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Partnership in Singapore
  A partnership is made up of more than one person or company. Generally, all partners have equal rights in the management of the partnership. To avoid possible disputes, it is preferable that a partnership agreement is drawn up. Partnerships may have between two and twenty partners. Once there are more than twenty partners, the business entity must be registered as a company.

A partnership is not a legal entity such that the partnership has to sue or be sued in the names of the partners. The liability of each partner is unlimited. A partnership consisting of foreign individuals or persons will not be registered by the Registrar unless there is a Singapore local resident manager.

The advantage of operating a sole-proprietorship or partnership is that disclosures of financial statements to the general public are not required.

Losses incurred by such businesses can be set off against other personal income such as interest, rental and dividend as well as employment income (if any).



  • Partnerships face fewer statutory controls than companies.
  • There is no requirement to audit or publish accounts or to register the Partnership Agreement. No returns are required to be made by partnerships, except for income tax.
  • The internal structure of partnerships is very flexible. Most of the rules for the structure of partnerships can be overridden if the partners agree otherwise.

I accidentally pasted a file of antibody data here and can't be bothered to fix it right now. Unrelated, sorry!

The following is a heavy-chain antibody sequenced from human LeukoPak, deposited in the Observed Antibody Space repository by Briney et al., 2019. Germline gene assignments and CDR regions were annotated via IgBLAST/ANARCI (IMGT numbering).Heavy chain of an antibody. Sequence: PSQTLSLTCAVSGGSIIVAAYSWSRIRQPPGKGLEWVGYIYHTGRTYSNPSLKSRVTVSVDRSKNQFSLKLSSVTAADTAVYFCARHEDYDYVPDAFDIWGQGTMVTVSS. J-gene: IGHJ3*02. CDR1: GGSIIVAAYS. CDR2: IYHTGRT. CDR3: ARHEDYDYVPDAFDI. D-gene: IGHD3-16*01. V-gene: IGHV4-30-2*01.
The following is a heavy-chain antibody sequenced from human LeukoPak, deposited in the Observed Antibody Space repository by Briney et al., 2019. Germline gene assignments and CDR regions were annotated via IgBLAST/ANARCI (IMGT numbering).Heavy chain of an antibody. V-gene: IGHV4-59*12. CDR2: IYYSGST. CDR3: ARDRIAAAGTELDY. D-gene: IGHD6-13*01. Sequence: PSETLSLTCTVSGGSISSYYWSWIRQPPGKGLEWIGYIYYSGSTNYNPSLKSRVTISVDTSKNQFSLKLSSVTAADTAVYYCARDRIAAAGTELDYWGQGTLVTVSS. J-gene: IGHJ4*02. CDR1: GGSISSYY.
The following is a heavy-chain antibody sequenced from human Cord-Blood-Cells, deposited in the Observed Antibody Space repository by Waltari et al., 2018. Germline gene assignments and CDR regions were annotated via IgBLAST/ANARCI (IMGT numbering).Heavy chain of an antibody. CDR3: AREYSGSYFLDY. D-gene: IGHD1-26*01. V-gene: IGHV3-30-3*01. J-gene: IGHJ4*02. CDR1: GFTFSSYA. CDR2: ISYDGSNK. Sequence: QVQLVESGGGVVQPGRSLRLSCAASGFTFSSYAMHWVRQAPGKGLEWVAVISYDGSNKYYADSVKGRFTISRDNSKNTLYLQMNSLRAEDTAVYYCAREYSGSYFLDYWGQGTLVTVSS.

• Partnerships can be simple and cheap to set up. There is no requirement to have any written documentation, although a Partnership Agreement is advisable (see above).
  • Partners owe a duty of good faith to each other. Partners must also account to the partnership for any secret profits that they make from the partnership without the consent of the other partners, including any profits gained from any competing business.


  • Partners face unlimited liability for all the debts of the partnership. This means that the personal assets of each partner are at risk.
  • Partners are jointly liable for partnership debts. This means that if one partner fails to pay his share of the partnership debt, the other partners must make up the shortfall.
  • Any individual partner can be sued for all the debts of the partnership.
  • The partnership does not have its own separate legal identity from the partners. Therefore, unless otherwise agreed, the partnership will come to an end each time a partner leaves.
  • The avenues available for access to further capital for expansion are restricted by the amount of security that can be given personally by the individual partners.


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